Games can use a lot more than words to tell stories.

In most cases, only once I’m in well versed in and engaged by those gameplay systems will I appreciate the greater context that they exist in (and even then games can still go off the rails later on). This context can certainly include traditional story and characters, but it also includes art, sound, world design and everything in between; the tiniest details can greatly affect the nature of the experience, and I would argue that all of these features should be considered when talking about a video game’s “narrative.” Video games are in the unique position where the author doesn’t have complete control over how the user digests their work. They can certainly guide and direct the process, but the player ultimately sets their own pace (outside of forced dialogue and cut-scenes, which is why those things can cause trouble if not used well), and thus discover and be affected by any number of potentially captivating details that exist within the game. This also means that each player can view the experience from a slightly different angle that’s uniquely meaningful to them, dependent to some degree on how they go about playing.

This relates to what I’ve frequently heard called “player driven narrative,” which is the best way I’ve found to describe my favorite video game narratives. Part of me hesitates to even call them “narratives,” because the word carries a certain amount of expectation, and what we’re talking about is a bit more abstract. Put as succinctly as I can, it’s the idea that the narrative of a game is that which describes the player’s own actions and experiences. When retelling the story of a game, you would tell it as the story of your character(s) and what they saw, what they heard, and ultimately what they did. The more detailed the story is the more interesting it becomes, and the more it’s told through your own choices and actions, rather than through forced exposition, the more player driven it becomes. As such, player driven narratives lie on the exact opposite end of the video game storytelling spectrum from the traditional storytelling I described above, as they are intrinsically tied to the interactivity of the medium. I have a hard time describing it any more directly than that, so let me try using a few examples to hopefully further illustrate what I mean.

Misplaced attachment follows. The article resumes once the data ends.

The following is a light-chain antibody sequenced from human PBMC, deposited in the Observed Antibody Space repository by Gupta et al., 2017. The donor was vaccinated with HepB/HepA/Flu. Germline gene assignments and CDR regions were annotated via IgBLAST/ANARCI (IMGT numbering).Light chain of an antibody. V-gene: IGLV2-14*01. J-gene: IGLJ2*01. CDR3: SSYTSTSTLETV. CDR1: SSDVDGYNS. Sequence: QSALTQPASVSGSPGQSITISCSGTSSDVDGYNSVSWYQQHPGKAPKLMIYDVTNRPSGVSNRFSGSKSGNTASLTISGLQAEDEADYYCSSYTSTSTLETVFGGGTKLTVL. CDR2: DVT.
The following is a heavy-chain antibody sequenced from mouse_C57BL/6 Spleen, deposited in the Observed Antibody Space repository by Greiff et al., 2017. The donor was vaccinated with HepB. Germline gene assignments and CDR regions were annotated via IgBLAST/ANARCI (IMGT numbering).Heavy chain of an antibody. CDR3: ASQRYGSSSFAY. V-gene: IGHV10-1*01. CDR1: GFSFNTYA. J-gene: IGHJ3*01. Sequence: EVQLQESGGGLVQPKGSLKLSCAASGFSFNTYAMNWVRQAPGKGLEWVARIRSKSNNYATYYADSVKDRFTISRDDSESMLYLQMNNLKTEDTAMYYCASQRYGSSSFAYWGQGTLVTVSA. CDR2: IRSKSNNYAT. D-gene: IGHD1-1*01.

Everyone has their own story to tell in Civilization.

When people think of great video game narratives, I don’t think Sid Meier’s Civilization series is usually at the forefront of the conversation, but I think these games create wonderful player driven narratives. If I were to tell one of my (many) Civilization stories, it might be about how I played as a peaceful Gandhi who was committed to scientific research and cultural prowess, and dealt with other leaders diplomatically rather than by force. It would be about how Tokugawa invaded in the Middle Ages, prompting me to muster up a small but advanced army to desperately protect my territory. It would be about how my citizens went on strike when they weren’t happy, and while I got frustrated at their lack of desire to work, I constructed cultural works and secured luxury resources to appease them. It would be about catching English spies who were trying to sabotage my construction of a space shuttle, and in the end it would be about launching said shuttle to Alpha Centauri. Those are very broad strokes of the story, but you can imagine the other nuances that fill in the gaps along the way to color the experience and make it more fulfilling, and how every player would have their own unique story to tell.